A conflict between the tea industry regulator and stakeholders over the newly introduced tea levy has plunged the sector into a crisis.
While the regulator says the levy was gazetted and introduced two months ago after a series of consultations with industry representatives, stakeholders deny having been consulted.
“The Tea Board of Kenya claims to have consulted the stakeholders but the truth is that we were not involved in the process at all,” the East African Tea Trade Association (EATTA) chairman Peter Kimanga said at a press conference in Mombasa on Thursday.
EATTA, a consortium of tea industry players in East Africa, now wants the minister for Agriculture to immediately suspend the tax and appoint an all-inclusive committee that will resolve the issue.
On Thursday, the Tea Board of Kenya (TBK) issued a press notice alleging that some stakeholders were wrongly seeking to portray the levy as punitive and one whose implementation will negatively impact the tea industry.
The notice, which was signed by the TBK managing director Sicily Kariuki, said that the levy was gazetted after consultations with EATTA, Kenya Tea Growers Association and the Kenya Tea Development Agency.
TBK urged the industry leaders to stop misinforming the public and reassured that the levy would be prudently utilised for the development of the sector.
But on its part, EATTA accused the tea board of introducing the ad valorem tax on value of tea in total disregard of recommendation by a task force that the levy be based on volumes sold.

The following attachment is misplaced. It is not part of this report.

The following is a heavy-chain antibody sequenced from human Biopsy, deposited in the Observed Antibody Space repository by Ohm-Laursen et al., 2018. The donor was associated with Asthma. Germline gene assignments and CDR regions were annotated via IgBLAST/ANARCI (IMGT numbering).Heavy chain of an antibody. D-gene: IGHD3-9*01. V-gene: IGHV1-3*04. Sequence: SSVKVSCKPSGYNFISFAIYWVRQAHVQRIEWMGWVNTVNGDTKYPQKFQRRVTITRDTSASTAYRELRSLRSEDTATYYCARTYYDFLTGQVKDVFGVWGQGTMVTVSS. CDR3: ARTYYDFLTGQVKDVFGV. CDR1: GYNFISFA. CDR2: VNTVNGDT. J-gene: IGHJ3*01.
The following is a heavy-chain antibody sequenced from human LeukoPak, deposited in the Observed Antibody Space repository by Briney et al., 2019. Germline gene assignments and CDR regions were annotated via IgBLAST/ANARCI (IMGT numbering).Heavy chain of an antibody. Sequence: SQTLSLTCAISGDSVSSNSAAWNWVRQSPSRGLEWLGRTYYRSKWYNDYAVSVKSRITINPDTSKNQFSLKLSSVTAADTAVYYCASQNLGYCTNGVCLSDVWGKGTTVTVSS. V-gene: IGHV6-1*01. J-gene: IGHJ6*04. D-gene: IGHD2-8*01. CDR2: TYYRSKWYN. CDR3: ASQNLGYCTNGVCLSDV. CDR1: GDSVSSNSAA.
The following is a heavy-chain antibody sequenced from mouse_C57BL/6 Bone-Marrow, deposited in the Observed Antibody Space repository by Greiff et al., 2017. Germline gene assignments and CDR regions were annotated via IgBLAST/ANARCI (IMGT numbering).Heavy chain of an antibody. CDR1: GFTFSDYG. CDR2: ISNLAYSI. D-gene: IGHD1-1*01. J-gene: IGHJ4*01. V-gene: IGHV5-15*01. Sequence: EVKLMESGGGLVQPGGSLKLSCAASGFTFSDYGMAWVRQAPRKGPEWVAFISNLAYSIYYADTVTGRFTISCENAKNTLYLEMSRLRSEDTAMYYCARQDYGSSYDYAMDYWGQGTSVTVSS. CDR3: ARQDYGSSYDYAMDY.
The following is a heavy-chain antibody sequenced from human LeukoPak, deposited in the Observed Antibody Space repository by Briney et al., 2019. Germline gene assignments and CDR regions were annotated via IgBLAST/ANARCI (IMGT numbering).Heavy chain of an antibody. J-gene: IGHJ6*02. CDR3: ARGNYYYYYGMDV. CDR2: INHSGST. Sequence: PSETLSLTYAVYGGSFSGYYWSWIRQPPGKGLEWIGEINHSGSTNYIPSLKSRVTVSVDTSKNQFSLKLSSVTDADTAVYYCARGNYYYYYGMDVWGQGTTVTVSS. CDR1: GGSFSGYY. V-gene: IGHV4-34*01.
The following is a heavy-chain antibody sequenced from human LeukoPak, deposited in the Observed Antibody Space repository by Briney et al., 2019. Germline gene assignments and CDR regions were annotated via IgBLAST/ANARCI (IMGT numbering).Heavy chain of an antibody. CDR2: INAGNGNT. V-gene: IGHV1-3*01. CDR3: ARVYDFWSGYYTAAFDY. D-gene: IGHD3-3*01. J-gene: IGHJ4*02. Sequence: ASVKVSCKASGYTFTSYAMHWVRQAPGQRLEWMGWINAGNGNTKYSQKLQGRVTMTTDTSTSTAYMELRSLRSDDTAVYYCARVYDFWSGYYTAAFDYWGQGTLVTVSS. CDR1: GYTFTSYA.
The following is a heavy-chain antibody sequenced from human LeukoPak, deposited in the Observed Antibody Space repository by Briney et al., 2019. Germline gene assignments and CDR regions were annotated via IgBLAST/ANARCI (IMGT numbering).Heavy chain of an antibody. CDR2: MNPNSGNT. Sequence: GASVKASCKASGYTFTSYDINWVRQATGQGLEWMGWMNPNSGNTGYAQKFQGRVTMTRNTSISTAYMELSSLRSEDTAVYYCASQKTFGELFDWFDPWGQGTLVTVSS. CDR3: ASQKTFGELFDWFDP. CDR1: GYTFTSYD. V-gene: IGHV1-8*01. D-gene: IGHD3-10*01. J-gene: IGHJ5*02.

“The amounts being charged are totally different from those recommended by the task force of 2007 which pegged it at 54 cents per kilogramme. In addition to the 46 cents which farmers are currently paying, this would add up to one shilling per kilogramme,” said EATTA managing director Edward Mudibo.
“The total money collected based on volume would range between Sh300 and Sh400 million per year but with the new tax, TBK will collect up to Sh1 billion. This is an increase of Sh600 million which is punitive,” Mr Mudibo said.
According to the tea board, the Act provides that an ad valorem levy through a gazette notice under subsection (1) shall be collected at the rate not exceeding 2 per cent of the gross sales.
“However, the government imposed the levy at 1 per cent through a gazette notice dated January 27, 2012, following consultations with industry stakeholders,” noted the statement.
TBK said that 50 per cent of the levy will go to the regulator for execution of market development programmes and value addition while 40 per cent will go to the Tea Research Foundation of Kenya (TRFK) for “stakeholder-driven research programmes”.
The other 10 per cent will go towards the development of infrastructure in the industry.
The board said that the current 46 cents per kilogramme is largely inadequate to facilitate its operations together with the TRFK in the execution of their mandates of development and research in the industry.
The introduction of the levy in February was met with sharp reactions with EATTA suspending Mombasa auction for days. The auction only resumed after TBK said the tax would be levied based on the hummer price and not the customs value of tea sold and promised to refund the difference.
But on Thursday, the officials said traders had not yet been refunded any money despite having paid the tax for the past two months.